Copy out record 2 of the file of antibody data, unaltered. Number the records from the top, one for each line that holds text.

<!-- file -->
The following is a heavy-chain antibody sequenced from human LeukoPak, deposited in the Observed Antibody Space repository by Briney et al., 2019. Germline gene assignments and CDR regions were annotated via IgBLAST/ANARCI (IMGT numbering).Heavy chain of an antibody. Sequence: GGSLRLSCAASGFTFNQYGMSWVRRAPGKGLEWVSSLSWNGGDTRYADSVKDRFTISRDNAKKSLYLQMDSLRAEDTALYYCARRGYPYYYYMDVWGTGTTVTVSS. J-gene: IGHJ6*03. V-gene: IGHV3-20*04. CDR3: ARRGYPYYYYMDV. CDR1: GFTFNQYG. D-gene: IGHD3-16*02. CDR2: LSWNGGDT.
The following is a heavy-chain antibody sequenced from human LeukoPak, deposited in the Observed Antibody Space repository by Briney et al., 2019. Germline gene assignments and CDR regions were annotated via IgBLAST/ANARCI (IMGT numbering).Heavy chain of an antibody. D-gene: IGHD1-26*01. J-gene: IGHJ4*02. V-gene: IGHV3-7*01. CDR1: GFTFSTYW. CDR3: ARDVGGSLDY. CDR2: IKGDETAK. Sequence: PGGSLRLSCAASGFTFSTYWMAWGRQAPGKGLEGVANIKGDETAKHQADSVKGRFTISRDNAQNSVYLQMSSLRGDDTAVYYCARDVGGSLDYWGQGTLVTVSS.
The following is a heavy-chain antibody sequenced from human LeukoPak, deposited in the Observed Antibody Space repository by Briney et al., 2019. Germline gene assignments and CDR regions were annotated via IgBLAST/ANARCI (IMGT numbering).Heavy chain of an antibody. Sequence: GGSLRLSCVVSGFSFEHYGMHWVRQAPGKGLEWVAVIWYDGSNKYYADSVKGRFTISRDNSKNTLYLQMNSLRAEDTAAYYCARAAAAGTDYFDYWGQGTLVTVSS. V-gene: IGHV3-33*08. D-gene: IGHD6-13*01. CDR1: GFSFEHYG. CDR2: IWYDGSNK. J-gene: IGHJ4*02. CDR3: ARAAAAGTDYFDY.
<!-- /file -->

The following is a heavy-chain antibody sequenced from human LeukoPak, deposited in the Observed Antibody Space repository by Briney et al., 2019. Germline gene assignments and CDR regions were annotated via IgBLAST/ANARCI (IMGT numbering).Heavy chain of an antibody. D-gene: IGHD1-26*01. J-gene: IGHJ4*02. V-gene: IGHV3-7*01. CDR1: GFTFSTYW. CDR3: ARDVGGSLDY. CDR2: IKGDETAK. Sequence: PGGSLRLSCAASGFTFSTYWMAWGRQAPGKGLEGVANIKGDETAKHQADSVKGRFTISRDNAQNSVYLQMSSLRGDDTAVYYCARDVGGSLDYWGQGTLVTVSS.